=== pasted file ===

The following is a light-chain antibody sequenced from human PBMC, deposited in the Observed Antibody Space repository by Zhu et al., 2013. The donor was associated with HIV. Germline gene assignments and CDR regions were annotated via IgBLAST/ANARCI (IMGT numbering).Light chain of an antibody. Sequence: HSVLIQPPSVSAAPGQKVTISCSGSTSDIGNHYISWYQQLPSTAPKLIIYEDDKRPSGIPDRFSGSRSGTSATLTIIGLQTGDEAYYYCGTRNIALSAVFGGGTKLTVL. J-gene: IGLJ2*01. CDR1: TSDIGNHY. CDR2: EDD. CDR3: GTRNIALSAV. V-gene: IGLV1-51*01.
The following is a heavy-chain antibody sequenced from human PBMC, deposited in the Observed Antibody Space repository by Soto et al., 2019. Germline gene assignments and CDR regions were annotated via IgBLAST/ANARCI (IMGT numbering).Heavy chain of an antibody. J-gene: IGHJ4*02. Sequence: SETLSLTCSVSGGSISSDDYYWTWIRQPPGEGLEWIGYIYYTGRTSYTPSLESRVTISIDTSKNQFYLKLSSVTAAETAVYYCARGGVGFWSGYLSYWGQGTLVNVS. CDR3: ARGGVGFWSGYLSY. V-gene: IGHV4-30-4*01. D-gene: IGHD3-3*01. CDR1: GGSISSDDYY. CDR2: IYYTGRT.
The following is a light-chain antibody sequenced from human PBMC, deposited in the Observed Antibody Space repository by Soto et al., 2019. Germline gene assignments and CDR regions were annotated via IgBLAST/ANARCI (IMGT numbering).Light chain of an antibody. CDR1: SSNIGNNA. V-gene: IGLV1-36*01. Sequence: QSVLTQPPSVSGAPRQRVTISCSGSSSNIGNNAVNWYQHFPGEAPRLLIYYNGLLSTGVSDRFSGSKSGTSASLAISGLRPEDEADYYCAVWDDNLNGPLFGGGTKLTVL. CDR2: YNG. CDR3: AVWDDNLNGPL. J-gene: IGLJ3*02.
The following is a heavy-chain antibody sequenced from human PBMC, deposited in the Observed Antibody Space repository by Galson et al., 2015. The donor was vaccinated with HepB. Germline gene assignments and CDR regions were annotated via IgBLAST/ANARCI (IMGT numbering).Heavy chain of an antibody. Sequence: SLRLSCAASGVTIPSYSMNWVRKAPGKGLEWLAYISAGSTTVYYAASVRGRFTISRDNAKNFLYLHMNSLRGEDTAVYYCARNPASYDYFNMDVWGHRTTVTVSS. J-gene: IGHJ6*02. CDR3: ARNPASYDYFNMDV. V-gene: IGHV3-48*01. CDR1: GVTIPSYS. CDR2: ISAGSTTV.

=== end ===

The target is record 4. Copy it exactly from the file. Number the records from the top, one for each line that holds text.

The following is a heavy-chain antibody sequenced from human PBMC, deposited in the Observed Antibody Space repository by Galson et al., 2015. The donor was vaccinated with HepB. Germline gene assignments and CDR regions were annotated via IgBLAST/ANARCI (IMGT numbering).Heavy chain of an antibody. Sequence: SLRLSCAASGVTIPSYSMNWVRKAPGKGLEWLAYISAGSTTVYYAASVRGRFTISRDNAKNFLYLHMNSLRGEDTAVYYCARNPASYDYFNMDVWGHRTTVTVSS. J-gene: IGHJ6*02. CDR3: ARNPASYDYFNMDV. V-gene: IGHV3-48*01. CDR1: GVTIPSYS. CDR2: ISAGSTTV.